Bonding is carried out using composite filling material. Until recently, dentists filled and sealed cavities exclusively using a silver and mercury amalgam. Unfortunately, these fillings (or restorations) often weaken teeth due to the large amount of the original tooth that has to be removed. Modern dentistry has increasingly turned to composite fillings as a strong, safe and more natural looking alternative. Composite fillings utilize a soft white plastic substance that includes a hardening agent.

Pros and Cons of Composite Fillings

The major advantage of these fillings is that they come in a range of shades that closely match the color of an individual’s tooth. Due to the increased strength of modern composite material, they can now also be used in the back teeth. Unfortunately, composite fillings are 1 1/2 to 2 times more expensive than traditional restorations. Dental insurance typically covers the cost of composite fillings up to the price of the silver/mercury fillings.

The Filling Procedures

During your initial visit to the dentist, he or she begins by anesthetizing the tooth and removing any remaining decay. Once the tooth has been prepared, the dentist places the composite into the tooth where it binds to the original surface. The process is typically performed in several layers wherein each layer is cured or hardened with the use of a hardening light. Composite restorations (fillings) for the back teeth are referred to as inlays. If the inlays need to be custom-made at an off-site dental lab, two visits to the dentist may be required. Once the dental office receives the custom inlays, the patient returns to the dentist’s office, where the inlays will be bonded into place.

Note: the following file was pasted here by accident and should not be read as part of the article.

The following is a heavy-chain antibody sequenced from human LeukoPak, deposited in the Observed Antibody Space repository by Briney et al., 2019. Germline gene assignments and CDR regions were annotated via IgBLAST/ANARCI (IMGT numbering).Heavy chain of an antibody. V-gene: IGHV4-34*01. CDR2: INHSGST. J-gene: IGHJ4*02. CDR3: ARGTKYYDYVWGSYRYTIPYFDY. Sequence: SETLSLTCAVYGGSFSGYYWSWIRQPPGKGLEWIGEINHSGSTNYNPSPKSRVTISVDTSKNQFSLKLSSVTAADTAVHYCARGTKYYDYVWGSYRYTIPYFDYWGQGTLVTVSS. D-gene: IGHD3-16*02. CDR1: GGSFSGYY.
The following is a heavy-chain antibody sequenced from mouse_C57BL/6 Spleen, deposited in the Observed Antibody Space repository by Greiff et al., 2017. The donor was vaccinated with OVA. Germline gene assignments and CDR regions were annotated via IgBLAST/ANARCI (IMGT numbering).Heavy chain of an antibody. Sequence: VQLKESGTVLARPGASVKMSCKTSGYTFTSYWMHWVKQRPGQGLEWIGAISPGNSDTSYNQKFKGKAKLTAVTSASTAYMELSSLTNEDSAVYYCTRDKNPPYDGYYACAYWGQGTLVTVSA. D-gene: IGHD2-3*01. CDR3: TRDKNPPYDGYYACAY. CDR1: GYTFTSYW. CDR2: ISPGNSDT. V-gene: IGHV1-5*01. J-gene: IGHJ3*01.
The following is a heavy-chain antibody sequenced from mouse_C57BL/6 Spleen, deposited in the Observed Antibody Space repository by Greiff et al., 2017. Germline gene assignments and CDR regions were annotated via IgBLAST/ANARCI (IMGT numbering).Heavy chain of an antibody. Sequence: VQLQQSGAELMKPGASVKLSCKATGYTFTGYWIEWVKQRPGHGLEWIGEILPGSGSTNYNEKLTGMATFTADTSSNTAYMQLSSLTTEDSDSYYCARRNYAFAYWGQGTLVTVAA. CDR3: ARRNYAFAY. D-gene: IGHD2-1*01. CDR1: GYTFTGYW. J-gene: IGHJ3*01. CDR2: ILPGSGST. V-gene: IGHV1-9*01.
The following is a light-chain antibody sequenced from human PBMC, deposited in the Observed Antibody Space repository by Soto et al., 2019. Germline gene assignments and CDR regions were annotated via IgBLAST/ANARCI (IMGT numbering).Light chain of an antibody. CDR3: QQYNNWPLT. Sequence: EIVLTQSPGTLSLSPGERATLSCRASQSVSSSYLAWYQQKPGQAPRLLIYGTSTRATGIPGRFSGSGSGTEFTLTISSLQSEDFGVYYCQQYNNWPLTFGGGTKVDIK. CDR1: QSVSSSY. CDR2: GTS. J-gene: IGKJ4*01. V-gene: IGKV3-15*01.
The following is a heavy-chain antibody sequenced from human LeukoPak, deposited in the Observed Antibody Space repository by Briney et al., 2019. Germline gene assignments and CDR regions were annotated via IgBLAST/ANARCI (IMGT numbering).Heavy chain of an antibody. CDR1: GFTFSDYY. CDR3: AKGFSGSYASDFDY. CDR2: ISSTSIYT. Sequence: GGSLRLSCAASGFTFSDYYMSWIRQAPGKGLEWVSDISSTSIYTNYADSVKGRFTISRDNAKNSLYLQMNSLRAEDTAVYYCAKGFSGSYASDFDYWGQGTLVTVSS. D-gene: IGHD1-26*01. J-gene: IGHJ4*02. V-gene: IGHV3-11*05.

After the Fillings Have Been Placed

Patients may have increased sensitivity in the tooth for several weeks following the procedure. Unlike veneers, composite fillings are porous. Over time, they may become stained from coffee, tea, tobacco, etc. Many dentists place a clear covering over the filling to avoid any future staining. Composite fillings typically last three to twelve years, depending on the location of the restoration, an individual’s occlusion (or bite), and several other factors.